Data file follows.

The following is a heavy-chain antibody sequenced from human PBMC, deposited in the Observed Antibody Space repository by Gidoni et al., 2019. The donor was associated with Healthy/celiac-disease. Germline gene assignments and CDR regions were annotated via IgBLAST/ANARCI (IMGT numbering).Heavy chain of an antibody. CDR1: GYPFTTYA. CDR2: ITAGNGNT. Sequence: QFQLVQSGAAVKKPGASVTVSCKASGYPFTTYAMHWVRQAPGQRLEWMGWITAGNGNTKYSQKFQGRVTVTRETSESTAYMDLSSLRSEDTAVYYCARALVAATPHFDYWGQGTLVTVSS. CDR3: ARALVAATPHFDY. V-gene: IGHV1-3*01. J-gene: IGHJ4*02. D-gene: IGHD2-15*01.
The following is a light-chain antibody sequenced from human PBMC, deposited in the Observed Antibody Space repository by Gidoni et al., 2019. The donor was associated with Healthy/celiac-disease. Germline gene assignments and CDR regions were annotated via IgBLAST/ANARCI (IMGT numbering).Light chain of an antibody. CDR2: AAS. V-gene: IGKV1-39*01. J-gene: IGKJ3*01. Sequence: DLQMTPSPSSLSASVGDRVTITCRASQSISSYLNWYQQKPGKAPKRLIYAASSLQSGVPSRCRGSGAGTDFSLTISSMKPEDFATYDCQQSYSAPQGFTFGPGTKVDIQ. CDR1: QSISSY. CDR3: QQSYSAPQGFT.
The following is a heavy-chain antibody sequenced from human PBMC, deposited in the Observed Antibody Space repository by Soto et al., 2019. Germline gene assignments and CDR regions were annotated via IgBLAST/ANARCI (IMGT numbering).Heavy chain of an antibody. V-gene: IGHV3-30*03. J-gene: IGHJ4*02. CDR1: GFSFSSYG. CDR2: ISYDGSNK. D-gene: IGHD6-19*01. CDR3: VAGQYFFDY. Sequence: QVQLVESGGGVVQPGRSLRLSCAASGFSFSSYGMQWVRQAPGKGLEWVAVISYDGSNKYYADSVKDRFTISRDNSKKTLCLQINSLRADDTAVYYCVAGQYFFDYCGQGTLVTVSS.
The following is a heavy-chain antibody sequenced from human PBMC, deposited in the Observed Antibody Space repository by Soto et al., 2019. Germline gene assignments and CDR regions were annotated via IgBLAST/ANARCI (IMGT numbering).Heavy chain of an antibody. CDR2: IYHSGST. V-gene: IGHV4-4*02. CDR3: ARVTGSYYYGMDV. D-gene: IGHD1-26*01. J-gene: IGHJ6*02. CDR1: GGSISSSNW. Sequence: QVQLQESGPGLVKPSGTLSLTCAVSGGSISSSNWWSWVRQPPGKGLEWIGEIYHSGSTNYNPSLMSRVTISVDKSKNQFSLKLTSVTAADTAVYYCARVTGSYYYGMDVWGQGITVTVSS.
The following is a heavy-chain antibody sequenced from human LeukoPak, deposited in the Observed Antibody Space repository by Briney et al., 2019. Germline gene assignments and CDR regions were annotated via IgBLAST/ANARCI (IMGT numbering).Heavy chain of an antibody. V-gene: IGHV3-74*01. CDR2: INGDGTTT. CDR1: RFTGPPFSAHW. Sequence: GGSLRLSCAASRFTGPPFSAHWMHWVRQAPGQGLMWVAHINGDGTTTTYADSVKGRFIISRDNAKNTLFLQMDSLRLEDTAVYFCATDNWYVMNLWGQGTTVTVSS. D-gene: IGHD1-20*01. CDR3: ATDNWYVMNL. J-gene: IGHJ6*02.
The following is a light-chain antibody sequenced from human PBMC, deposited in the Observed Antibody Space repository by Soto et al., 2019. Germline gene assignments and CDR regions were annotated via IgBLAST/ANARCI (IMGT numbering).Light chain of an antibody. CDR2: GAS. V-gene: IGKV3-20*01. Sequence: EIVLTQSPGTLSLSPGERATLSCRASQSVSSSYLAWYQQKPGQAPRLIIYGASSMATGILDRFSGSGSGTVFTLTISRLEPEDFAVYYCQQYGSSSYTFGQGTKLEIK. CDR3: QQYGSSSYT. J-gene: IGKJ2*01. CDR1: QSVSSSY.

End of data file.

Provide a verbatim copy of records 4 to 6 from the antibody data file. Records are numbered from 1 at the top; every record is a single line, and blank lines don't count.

The following is a heavy-chain antibody sequenced from human PBMC, deposited in the Observed Antibody Space repository by Soto et al., 2019. Germline gene assignments and CDR regions were annotated via IgBLAST/ANARCI (IMGT numbering).Heavy chain of an antibody. CDR2: IYHSGST. V-gene: IGHV4-4*02. CDR3: ARVTGSYYYGMDV. D-gene: IGHD1-26*01. J-gene: IGHJ6*02. CDR1: GGSISSSNW. Sequence: QVQLQESGPGLVKPSGTLSLTCAVSGGSISSSNWWSWVRQPPGKGLEWIGEIYHSGSTNYNPSLMSRVTISVDKSKNQFSLKLTSVTAADTAVYYCARVTGSYYYGMDVWGQGITVTVSS.
The following is a heavy-chain antibody sequenced from human LeukoPak, deposited in the Observed Antibody Space repository by Briney et al., 2019. Germline gene assignments and CDR regions were annotated via IgBLAST/ANARCI (IMGT numbering).Heavy chain of an antibody. V-gene: IGHV3-74*01. CDR2: INGDGTTT. CDR1: RFTGPPFSAHW. Sequence: GGSLRLSCAASRFTGPPFSAHWMHWVRQAPGQGLMWVAHINGDGTTTTYADSVKGRFIISRDNAKNTLFLQMDSLRLEDTAVYFCATDNWYVMNLWGQGTTVTVSS. D-gene: IGHD1-20*01. CDR3: ATDNWYVMNL. J-gene: IGHJ6*02.
The following is a light-chain antibody sequenced from human PBMC, deposited in the Observed Antibody Space repository by Soto et al., 2019. Germline gene assignments and CDR regions were annotated via IgBLAST/ANARCI (IMGT numbering).Light chain of an antibody. CDR2: GAS. V-gene: IGKV3-20*01. Sequence: EIVLTQSPGTLSLSPGERATLSCRASQSVSSSYLAWYQQKPGQAPRLIIYGASSMATGILDRFSGSGSGTVFTLTISRLEPEDFAVYYCQQYGSSSYTFGQGTKLEIK. CDR3: QQYGSSSYT. J-gene: IGKJ2*01. CDR1: QSVSSSY.